We prefer to believe that spiritual activity takes place in places; because we manifest within a material world, we want the specifics of materiality to determine the conditions herein. Indeed, from the point of view of a mystical materialism, that's how it works. But Swedenborg insisted that materialism, which he was deeply familiar with — he was, unequivocally, one of the greatest scientists of his era, and perhaps any time — is merely a dim reflection of the higher spiritual truths, and that proximity in the Kingdom of Heaven is determined by state, not by anything we might perceive as physical location.

In the nativity myth, the location — the manger — plays a huge role. Intended to symbolize Christ's humble beginnings, the idea of being born in a place where animals are fed also has esoteric implications that expands to include Gurdjieff's teachings about the ingestion of impressions of life, and man's dual nature as both an animal and a spiritual being.

But in the vernacular, much is made of the location.  The song begins, "away in a manger." We are meant to be impressed with the idea that the son of God was born in this very humble location. So impressed that we make big plastic replicas of it propped on front lawns with lights in them.

Yet "in the manger," it is the action that takes place that's important. A gathering occurs, in which  animals, shepherds, angels, and the wisest men of the age arrive; all of them acquire proximity to the sacred, drawn to it not by the physical location it occupies, but the state it represents. We might liken the Christ child to a force of gravity, a sacred principle of energy that draws us all inward towards God, regardless of our station. And indeed, the Kingdom of Heaven — the state of proximity to the sacred — is an inner state of action that draws being towards it, not a place. In the end, it is useless to try and locate the sacred in any specific place within Being, because the whole of Being itself is, to the extent that it forms inwardly, the manifestation of the sacred, and it can't be localized. There aren't any mangers; Being moves where it will. The Son of Man has no place to rest his head.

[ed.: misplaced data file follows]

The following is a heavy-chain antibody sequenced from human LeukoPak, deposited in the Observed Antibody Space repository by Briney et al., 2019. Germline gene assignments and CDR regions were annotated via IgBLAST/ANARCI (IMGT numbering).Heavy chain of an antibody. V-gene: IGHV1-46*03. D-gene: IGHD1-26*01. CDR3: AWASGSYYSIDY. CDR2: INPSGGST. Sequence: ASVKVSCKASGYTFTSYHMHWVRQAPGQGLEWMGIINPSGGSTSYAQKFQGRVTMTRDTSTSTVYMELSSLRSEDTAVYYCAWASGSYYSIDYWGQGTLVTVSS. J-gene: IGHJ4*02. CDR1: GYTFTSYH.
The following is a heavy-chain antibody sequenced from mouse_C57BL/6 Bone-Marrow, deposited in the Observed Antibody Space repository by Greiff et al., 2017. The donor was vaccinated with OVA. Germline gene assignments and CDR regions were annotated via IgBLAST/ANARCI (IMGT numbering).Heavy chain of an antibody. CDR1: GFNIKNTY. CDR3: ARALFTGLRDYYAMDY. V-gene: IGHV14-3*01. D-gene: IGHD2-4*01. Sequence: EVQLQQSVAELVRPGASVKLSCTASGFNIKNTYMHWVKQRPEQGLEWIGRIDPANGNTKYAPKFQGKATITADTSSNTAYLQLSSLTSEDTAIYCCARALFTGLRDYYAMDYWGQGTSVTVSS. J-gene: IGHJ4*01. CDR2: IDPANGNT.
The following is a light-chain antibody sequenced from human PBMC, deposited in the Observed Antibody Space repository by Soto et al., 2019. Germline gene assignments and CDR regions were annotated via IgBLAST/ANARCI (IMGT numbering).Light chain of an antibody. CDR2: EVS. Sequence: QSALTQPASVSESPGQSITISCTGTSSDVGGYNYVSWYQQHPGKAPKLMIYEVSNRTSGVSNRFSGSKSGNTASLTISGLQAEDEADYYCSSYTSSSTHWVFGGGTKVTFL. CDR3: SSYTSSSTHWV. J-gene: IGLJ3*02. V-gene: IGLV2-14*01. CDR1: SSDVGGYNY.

Perhaps the difficulty we have in an inner sense is this question of location, which we so doggedly insist on. If we examine Jeanne de Salzmann's repeated questions about, and challenges to, our attachment to our thought, our habit, what we believe in, perhaps we can see that these are locations, places in which we become stuck — geographies which we insist on gluing everything to. It is the inner geography of our Being that is at fault here — we draw life into this static place, which could be labeled a manger, or a Kingdom of Heaven.  We put pushpins into the sacred and tack it down to specimen boards.

 Hence the sacred isn't a fluid, living experience of Being anymore; it is about the place we are in, not a freedom of movement that's capable of responding to the outer not because of inner place, but because of inner state.


Monday, November 25, 2013

The Kingdom of Heaven